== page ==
The old timing chain had slack which required replacement, about .5 in deflection. The timing marks all aligned perfectly, the sprockets and chain slid off, the new set slid on, I did use the cam bolt to 'press' the upper sprocket on, there was little to no resistance just tight enough to prevent pushing on by hand. Did use blue lock tite and torqued the cam bolt.

The Dorman cover required the balancer/front seal installed - I used a bearing race from a DANA 40 diff off a damaged axle to knock it in. Proper wooden support is very important to not damage the cover - plan ahead and get a large socket or appropriate tool to put in the seal, don't hit the seal with the hammer. It also needed the lower bolt holes for the oil pan bolts chased with a tap, otherwise the bolts wouldn't thread in - the cover is aluminum and easily damaged (check this before starting assembly, I had to chase the threads while under the vehicle). And the upper drain channels had to be ground to permit drainage, Dremmel was handy for that as well. Give the cover a good once over, it is from china.

By the book, the engine is pulled to remove the oil pan and the gasket. In this case, after the cover is removed the old protruding gasket is cut away where the pan meets the block. The oil pan gasket had a steel center which I was able to cut away very close to the block with the dremmel (after stuffing rags into all the crank case openings to block the cuttings). Followed the Haynes gouge for the oil pan gasket replacement bits - contact cement to the pan, black RTV on the top and a bead across where the pan met the block. One of the youtube video guys explained how he would put black RTV on the engine machine surfaces, block and cover, placing the gasket and then tightening which is what I did (another guy black RTVd both sides of the gasket and assembled). I had to use a 2+ foot long 1.25" dowl to apply enough downward pressure on the timing cover to compress the gaskets (rubber at the front of the pan, cork on the sides) in order for the holes in the timing cover flange to go onto the alignment pins on the block. Fingers weren't going to get it there. Others have dropped the oil pan a little by loosening the pan bolts, this I avoided. All the bolts were then installed by hand, replaceing stock with stainless where able. The left most water pump stud now has a cap bolt, so one of the harness mount points is lost.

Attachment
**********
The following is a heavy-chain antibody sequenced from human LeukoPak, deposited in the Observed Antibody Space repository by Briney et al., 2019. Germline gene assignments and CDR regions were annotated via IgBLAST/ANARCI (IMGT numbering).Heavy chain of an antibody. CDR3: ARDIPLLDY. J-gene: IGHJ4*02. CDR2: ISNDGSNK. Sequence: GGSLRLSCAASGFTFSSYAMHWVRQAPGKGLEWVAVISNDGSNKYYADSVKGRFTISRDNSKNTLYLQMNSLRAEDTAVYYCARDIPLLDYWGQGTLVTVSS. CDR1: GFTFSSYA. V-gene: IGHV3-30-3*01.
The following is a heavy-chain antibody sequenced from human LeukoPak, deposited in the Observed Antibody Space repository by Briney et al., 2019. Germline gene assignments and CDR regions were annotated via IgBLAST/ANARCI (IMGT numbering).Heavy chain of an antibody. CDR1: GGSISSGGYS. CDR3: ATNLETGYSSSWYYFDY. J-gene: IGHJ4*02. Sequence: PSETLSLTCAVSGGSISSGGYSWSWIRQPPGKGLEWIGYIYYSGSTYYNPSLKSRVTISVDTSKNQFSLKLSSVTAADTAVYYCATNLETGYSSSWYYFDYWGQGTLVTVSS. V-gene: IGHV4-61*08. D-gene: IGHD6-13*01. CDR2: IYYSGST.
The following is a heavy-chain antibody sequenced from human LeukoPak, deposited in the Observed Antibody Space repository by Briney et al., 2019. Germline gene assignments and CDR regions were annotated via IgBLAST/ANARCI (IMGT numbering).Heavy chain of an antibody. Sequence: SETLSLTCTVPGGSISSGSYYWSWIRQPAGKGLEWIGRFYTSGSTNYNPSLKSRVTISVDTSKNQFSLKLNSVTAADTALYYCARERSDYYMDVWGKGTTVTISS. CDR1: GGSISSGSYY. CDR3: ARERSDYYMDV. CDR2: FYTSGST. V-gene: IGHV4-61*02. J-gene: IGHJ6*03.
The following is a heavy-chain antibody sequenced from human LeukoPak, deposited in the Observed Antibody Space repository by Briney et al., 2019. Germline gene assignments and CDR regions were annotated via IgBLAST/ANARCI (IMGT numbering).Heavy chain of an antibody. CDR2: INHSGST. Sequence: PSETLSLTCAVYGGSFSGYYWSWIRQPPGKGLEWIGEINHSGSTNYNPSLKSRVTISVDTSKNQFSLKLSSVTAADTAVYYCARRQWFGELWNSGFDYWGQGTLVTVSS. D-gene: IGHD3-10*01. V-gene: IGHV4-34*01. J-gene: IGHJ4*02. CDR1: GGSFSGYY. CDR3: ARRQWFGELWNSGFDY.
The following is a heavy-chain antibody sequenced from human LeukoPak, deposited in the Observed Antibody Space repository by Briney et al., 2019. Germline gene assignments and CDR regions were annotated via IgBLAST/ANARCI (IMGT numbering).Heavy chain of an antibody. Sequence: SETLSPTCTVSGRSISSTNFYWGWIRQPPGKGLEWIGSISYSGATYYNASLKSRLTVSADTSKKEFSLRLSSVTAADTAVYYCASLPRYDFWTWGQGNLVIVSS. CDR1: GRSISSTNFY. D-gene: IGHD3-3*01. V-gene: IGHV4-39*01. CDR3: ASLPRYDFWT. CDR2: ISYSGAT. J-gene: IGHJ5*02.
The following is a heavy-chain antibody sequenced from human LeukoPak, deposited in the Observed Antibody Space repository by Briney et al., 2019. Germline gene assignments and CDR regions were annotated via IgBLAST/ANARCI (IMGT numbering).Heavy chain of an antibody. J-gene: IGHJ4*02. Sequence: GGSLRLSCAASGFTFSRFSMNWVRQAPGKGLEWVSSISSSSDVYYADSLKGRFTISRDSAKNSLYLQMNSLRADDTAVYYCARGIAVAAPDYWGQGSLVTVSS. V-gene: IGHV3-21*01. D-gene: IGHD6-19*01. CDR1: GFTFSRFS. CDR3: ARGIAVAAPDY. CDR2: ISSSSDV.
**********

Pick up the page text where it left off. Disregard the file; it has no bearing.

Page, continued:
The harmonic balancer went in next, with a dab of RTV at the back of the keyway to seal it, prior to installation with the rental harmonic balancer installer tool. Theory is the balancer will better center the seal on the balancer shaft, though with the alignment pins and the gasket pressure, it probably doesn't matter. Timing Cover and Water Pump bolts put in; with anti-seize on most all the bolts, torque is backed off 10-20% - I think I was closer to 10% at the end of the day. Torque, wait an hour - (three hours for me as it was in the low 40s), torque again. Left overnight and torqued a third time for gasket compression, then installed the radiator - cleaned the tranny cooler connectors real good and used anti-seize (read some bad stories of teflon tape bits trashing transmission valving). Installed hoses, fan, serp belt, lower radiator box. Filled with new Prestone cut 50% with distilled water - high mineral content tap can cause deposits like concrete to form in the water jackets, only use distilled water where possible.

When all was together, reinstalled the battery and it started right up - let it run for just a few minutes to circulate the oil through the filter, then shut down, drained and replaced oil and filter. Check the oil and coolant regularly for a few days to ensure the gaskets are holding up and the fluids are staying where they belong.

At any rate, both the timing cover and the water pump need to be ready to go on at the same time for the appropriate torque application across all the bolts and gaskets. Good prep, dry run, ensure everything goes in the right spots and assembly should go well. No leaks from any seals in my case. This is a good video -

Not many pics as I was focused on getting the job done while the weather held out, and the RTV was setting up... I hope this narrative fills in the blanks for folks, I had many going into this. She's back on the road, starts and runs nice, good power - still have to lick that pre-detonation problem.

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Very good write up! Nicely done.